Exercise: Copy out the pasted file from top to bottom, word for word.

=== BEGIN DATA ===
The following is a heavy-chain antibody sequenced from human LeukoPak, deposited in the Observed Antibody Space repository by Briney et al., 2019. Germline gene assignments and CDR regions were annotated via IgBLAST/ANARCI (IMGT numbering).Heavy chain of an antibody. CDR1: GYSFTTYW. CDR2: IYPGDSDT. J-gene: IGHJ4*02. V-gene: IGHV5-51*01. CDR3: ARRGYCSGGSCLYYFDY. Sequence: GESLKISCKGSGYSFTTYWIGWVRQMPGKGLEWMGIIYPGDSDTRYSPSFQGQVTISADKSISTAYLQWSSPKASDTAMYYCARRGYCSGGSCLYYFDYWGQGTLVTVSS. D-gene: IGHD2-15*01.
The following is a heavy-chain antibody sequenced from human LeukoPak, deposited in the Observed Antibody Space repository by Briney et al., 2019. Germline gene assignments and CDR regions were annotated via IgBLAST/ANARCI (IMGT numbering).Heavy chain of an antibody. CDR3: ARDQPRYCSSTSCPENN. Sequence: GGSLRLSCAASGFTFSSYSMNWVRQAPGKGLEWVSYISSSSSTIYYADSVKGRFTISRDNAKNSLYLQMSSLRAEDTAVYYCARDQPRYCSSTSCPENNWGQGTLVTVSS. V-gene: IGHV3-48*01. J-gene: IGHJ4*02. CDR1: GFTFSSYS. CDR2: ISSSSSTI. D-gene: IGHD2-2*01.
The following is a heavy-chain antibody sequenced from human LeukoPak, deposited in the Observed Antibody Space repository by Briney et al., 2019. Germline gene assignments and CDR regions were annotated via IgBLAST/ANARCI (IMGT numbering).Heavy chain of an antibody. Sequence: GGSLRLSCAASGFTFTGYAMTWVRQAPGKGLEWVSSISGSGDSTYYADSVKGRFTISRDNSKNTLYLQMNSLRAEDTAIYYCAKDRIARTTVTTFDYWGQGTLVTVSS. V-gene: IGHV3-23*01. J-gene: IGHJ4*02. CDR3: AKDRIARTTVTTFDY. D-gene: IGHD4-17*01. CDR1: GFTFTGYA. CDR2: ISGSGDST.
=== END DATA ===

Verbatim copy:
The following is a heavy-chain antibody sequenced from human LeukoPak, deposited in the Observed Antibody Space repository by Briney et al., 2019. Germline gene assignments and CDR regions were annotated via IgBLAST/ANARCI (IMGT numbering).Heavy chain of an antibody. CDR1: GYSFTTYW. CDR2: IYPGDSDT. J-gene: IGHJ4*02. V-gene: IGHV5-51*01. CDR3: ARRGYCSGGSCLYYFDY. Sequence: GESLKISCKGSGYSFTTYWIGWVRQMPGKGLEWMGIIYPGDSDTRYSPSFQGQVTISADKSISTAYLQWSSPKASDTAMYYCARRGYCSGGSCLYYFDYWGQGTLVTVSS. D-gene: IGHD2-15*01.
The following is a heavy-chain antibody sequenced from human LeukoPak, deposited in the Observed Antibody Space repository by Briney et al., 2019. Germline gene assignments and CDR regions were annotated via IgBLAST/ANARCI (IMGT numbering).Heavy chain of an antibody. CDR3: ARDQPRYCSSTSCPENN. Sequence: GGSLRLSCAASGFTFSSYSMNWVRQAPGKGLEWVSYISSSSSTIYYADSVKGRFTISRDNAKNSLYLQMSSLRAEDTAVYYCARDQPRYCSSTSCPENNWGQGTLVTVSS. V-gene: IGHV3-48*01. J-gene: IGHJ4*02. CDR1: GFTFSSYS. CDR2: ISSSSSTI. D-gene: IGHD2-2*01.
The following is a heavy-chain antibody sequenced from human LeukoPak, deposited in the Observed Antibody Space repository by Briney et al., 2019. Germline gene assignments and CDR regions were annotated via IgBLAST/ANARCI (IMGT numbering).Heavy chain of an antibody. Sequence: GGSLRLSCAASGFTFTGYAMTWVRQAPGKGLEWVSSISGSGDSTYYADSVKGRFTISRDNSKNTLYLQMNSLRAEDTAIYYCAKDRIARTTVTTFDYWGQGTLVTVSS. V-gene: IGHV3-23*01. J-gene: IGHJ4*02. CDR3: AKDRIARTTVTTFDY. D-gene: IGHD4-17*01. CDR1: GFTFTGYA. CDR2: ISGSGDST.